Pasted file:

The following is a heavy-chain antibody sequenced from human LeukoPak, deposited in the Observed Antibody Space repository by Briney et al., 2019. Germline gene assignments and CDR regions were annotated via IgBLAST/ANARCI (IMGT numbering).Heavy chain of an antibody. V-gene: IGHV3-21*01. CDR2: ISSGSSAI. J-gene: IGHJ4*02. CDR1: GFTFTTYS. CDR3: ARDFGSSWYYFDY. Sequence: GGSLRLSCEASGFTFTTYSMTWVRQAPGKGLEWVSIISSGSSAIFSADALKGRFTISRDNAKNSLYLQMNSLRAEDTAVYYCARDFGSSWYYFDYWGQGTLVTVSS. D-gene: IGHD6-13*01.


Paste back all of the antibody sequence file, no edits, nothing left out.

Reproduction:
The following is a heavy-chain antibody sequenced from human LeukoPak, deposited in the Observed Antibody Space repository by Briney et al., 2019. Germline gene assignments and CDR regions were annotated via IgBLAST/ANARCI (IMGT numbering).Heavy chain of an antibody. V-gene: IGHV3-21*01. CDR2: ISSGSSAI. J-gene: IGHJ4*02. CDR1: GFTFTTYS. CDR3: ARDFGSSWYYFDY. Sequence: GGSLRLSCEASGFTFTTYSMTWVRQAPGKGLEWVSIISSGSSAIFSADALKGRFTISRDNAKNSLYLQMNSLRAEDTAVYYCARDFGSSWYYFDYWGQGTLVTVSS. D-gene: IGHD6-13*01.